An arab businessman, Mr Abu Dhabi, had a sumptuous dinner at Number 10 Downing Street before being offered a cut price deal on shares in the Royal Bank of Scotland, it has emerged. A furious Downing Street responded the there was no suggestion whatsoever of any impropriety, nor that Mr Abu Dhabi was seeking to gain influence over Britain’s small businesses, mortgage payers and current account holders simply by waving lots of money around.
‘He rather liked the starter,’ enthused a nervous George Osborne who attended in person, ‘and even though he wasn’t too keen on the main or even the cheese, he still belched heartily to convey appreciation of the meal at the end. Even so, we still weren’t convinced about his sincerity or that he didn’t have some sort of agenda, but then he started spewing up buckets and buckets and buckets of cash, and we knew instantly that he was the man to take this bank forward and get it off our hands.’
‘It was like a torrent,’ confirmed business secretary Vince Cable who was locked in a broom cupboard at the time and witnessed the whole thing through the keyhole, ‘Wave after wave of £50 notes showered down, some of it landing in the beans on toast lovingly prepared by Samantha Cameron in between breast feeds, but most of it fell into the chancellor’s lap. He seemed disgusted at first but then that sly little grin of his took over and he started promising all sorts of things in return, like…’ at which point Mr Cable was forcibly restrained by several members of cabinet and locked back in the cupboard.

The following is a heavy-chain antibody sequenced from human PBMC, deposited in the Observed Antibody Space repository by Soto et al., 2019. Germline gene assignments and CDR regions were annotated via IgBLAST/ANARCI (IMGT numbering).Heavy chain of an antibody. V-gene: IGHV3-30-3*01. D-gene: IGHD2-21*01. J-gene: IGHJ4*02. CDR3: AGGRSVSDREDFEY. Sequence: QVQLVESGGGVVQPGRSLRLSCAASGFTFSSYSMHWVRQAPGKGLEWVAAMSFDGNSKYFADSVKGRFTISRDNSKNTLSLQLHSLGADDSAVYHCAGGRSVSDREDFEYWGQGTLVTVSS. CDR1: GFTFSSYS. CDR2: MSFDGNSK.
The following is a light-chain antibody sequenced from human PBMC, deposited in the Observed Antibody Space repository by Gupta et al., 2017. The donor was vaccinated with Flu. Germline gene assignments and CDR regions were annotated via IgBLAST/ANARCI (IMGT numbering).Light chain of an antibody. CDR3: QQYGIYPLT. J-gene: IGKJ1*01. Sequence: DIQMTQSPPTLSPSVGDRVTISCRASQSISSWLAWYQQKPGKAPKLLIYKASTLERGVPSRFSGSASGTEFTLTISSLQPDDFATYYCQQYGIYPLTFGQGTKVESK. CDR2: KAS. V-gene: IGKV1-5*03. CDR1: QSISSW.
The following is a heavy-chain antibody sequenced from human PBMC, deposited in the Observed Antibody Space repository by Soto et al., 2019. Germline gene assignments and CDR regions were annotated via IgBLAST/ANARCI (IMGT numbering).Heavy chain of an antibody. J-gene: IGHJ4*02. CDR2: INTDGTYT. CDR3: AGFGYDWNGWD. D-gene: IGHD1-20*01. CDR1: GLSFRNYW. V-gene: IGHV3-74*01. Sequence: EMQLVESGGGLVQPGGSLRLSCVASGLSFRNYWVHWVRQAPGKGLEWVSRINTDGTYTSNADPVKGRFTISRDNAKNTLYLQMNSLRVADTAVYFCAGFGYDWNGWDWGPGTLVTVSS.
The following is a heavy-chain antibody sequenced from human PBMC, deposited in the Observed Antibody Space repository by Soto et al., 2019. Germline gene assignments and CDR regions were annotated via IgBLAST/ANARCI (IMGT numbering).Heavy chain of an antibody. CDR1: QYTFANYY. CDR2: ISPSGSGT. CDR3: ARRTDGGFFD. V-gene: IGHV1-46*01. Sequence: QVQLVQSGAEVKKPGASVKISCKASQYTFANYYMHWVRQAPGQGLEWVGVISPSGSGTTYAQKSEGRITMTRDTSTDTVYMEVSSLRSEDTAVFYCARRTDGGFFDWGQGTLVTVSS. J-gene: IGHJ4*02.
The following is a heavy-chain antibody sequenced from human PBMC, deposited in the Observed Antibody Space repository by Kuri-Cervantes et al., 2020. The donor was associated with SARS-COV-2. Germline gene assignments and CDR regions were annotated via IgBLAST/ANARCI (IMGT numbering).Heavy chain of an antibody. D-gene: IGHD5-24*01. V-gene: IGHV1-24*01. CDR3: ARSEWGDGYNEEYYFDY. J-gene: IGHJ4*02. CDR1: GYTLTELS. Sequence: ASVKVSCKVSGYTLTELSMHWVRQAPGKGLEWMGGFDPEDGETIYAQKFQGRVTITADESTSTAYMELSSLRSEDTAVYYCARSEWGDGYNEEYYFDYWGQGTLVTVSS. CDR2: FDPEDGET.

Media mogul Rupert Murdoch was said to be watching developments carefully and would be promoting a balanced view of events by putting anything remotely dodgy up in huge headlines on each of the influential fleet of newspapers he bought from Mrs Thatcher.
An aide to Prime Minister David Cameron said; ‘We have no qualms about the appropriateness of anything here and the deal will be good for the country. By pure coincidence, Mr Abu Dhabi has substantial experience in this field as he also happens to own Barclays, which, if the bonuses are anything to go by, is doing extremely well.’
Mr Cameron was unavailable for comment as cartoonists hadn’t yet finished depicting him in hiding at the bottom of the Mariana trench.